Aussie Swimmer Snipes At U.S. After World Championships: ‘So Much Sweeter Beating America’

She accused the Americans of being "sore losers."
BRISBANE, AUSTRALIA - JUNE 20: Swimmer Cate Campbell speaks during a media opportunity during the Australian Paris 2024 Olympic Games Team Processing Session at Deloitte Offices Riverside Centre on June 20, 2023 in Brisbane, Australia. (Photo by Bradley Kanaris/Getty Images)
Bradley Kanaris/Getty Images

Australian swimmer Cate Campbell trashed the United States after last week’s World Aquatics Championships in Fukuoka, Japan, saying that not hearing the American national anthem on the first day of competition made her “happy.”

Campbell, who did not even compete in Fukuoka after sitting out the trials in Melbourne in mid-June, took several swipes at the United States in an interview that aired on Australia’s Channel 9. She claimed that the American swimmers were “sore losers” and said that even though China bested both the U.S. and Australia in the total gold medal count, she was just happy to see the Americans take a back seat.

“Australia coming out on top of the world is one thing, but it is just so much sweeter beating America. The first night of competition, we did not have to hear ‘Star-Spangled Banner’ ring out through the stadium. I cannot tell you how happy that made me,” Campbell said. “If I hear that song again it will be too soon. Bring on Paris (2024 Olympics). That’s all I have to say to the U.S. Stop being sore losers.”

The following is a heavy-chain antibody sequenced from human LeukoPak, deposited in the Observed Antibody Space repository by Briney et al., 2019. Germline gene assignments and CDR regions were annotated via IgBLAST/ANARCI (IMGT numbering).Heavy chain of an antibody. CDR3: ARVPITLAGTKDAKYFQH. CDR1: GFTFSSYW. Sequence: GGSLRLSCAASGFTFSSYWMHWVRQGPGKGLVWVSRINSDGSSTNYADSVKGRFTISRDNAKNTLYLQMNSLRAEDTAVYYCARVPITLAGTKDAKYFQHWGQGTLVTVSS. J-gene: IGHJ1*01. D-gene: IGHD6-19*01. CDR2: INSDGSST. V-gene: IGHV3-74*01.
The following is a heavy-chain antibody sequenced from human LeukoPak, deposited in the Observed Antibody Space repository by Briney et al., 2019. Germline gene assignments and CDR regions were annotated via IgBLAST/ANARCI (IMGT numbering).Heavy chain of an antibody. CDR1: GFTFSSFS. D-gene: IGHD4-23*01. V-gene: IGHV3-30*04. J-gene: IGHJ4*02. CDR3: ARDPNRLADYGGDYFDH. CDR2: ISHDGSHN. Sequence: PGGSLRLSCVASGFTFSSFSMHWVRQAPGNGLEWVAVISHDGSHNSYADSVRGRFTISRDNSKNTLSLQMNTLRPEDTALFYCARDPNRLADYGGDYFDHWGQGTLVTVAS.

Campbell went on to complain about another U.S. team tradition — a cowbell that they ring as team members walk out for their events.

“The U.S. have this internal cowbell they ring. As someone leaves to go to the competition pool, they ring out, ‘USA, USA,'” she said. “I have never wanted to punch someone more and steal the cowbell. I really hope someone did.”

American Olympian Lilly King (breaststroke) fired back at Campbell in a tweet, saying, “Sorry we aren’t so uptight we can’t cheer for our teammates as they walkout for events. See you in Paris.”

The 2023 World Aquatics Championships marked the first time since 2001 that the United States did not top the gold medal count: China finished with 20, Australia with 15, and the United States with seven. The U.S. won the overall medal count, however, with 44 (seven gold, 22 silver, 15 bronze) — China finished with 40 medals (20 gold, eight silver, 12 bronze), and Australia finished third with 30 medals (15 gold, nine silver, six bronze) in total.

As for the Americans being sore losers, if veteran world champion Michael Phelps is any indication, Campbell has it all wrong.

Phelps, who sat in the commentators’ booth during the event, was on a live mic when one of his own personal world records was shattered by 21-year-old French swimming champion Leon Marchand.


In addition to cheering for the younger swimmer — who bested his 400 Individual Medley world record by more than a full second — Phelps was on hand to present Marchand with his gold medal and congratulate him in person.


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